I wrote the original blog with the title What are the advantages of using a local data centre? back in 2013 and it remains one of our most popular blog posts to date, often leading to enquiries from businesses and organisations that need a hosting facility.
Since then, more people have become aware of what a data centre is and most will now be using cloud services in their work or private life, such as Microsoft 365, Dropbox, Spotify, etc. There may still be a misconception of what the cloud actually is, as at the heart of all cloud services there is a network of data centres, but the days of us solely relying on on-site servers or PC data storage are over.
While Apple, Microsoft, Amazon, etc. have multiple large-scale data centres spread across the world, there is a growing relevance for a local data centre facility. Many businesses have been utilising data centres in major cities as part their disaster recovery plans in order to separate or to replicate their IT systems as far away from their head offices as possible but you do not need to put excessive miles between your primary and disaster recovery sites. A few miles is plenty!
With a local data centre, IT teams benefit from having access to their own physical servers rather than having to make a long trip to London or Manchester. The data centre and its on-site staff should feel like an extension of an IT department, giving businesses assurance that the resilience, security and environmental conditions are of the utmost priority and a trusted remote hands resource is available.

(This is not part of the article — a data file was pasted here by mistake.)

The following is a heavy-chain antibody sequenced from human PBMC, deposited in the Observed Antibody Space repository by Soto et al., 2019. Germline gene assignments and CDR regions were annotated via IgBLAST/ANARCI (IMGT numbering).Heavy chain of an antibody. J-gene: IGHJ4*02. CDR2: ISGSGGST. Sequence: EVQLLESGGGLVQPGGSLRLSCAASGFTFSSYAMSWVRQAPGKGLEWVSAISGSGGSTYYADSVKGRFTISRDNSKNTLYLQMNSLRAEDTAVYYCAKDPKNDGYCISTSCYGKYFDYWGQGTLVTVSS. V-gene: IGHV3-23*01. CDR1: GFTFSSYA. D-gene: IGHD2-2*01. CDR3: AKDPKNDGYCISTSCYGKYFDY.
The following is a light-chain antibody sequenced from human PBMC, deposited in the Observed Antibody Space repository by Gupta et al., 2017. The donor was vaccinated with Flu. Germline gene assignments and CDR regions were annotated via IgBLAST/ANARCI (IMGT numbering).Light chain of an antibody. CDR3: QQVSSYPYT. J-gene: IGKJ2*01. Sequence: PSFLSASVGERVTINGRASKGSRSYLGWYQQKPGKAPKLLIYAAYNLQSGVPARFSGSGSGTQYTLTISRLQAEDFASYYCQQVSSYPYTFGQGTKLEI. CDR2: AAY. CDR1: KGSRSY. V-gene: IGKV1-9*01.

Disaster recovery aside, a local data centre is becoming more popular as the primary location for server hosting due to the fact that ‘going to work’ has changed since the COVID-19 outbreak. Whereas staff once gathered in a busy office, many are now working from home and on-site servers that staff once connected to via local area networks are now being accessed by virtual private networks...with varying success.
As businesses consider long-term home working solutions, moving servers to a data centre would be a good place to start. As discussed by my colleague Colin Woods in this video blog, the new dispersed nature of many businesses is a challenge. A business with 100 members of staff may have 100 sites now if they are all working from home!
It makes more sense for businesses to put servers in a secure manned facility with plenty of bandwidth available to ensure all staff can access the applications and data they need at the same time. Office-based servers and accompanying bandwidth that were set up for occasional remote access struggled to cope during lockdown.
When I look back at the seven-year-old version of this blog, I am struck by how relevant data centres have become because of COVID-19 and lockdown. The idea of everything being on site – people, servers, data – is largely irrelevant now. A local data centre operates like a cloud service but is a private cloud service you can visit and where the staff are known to you. We have already moved customers’ servers into our data centre to accommodate their home workers’ needs and I expect to see more to follow. Please do not hesitate to contact us if we can help your business with server hosting.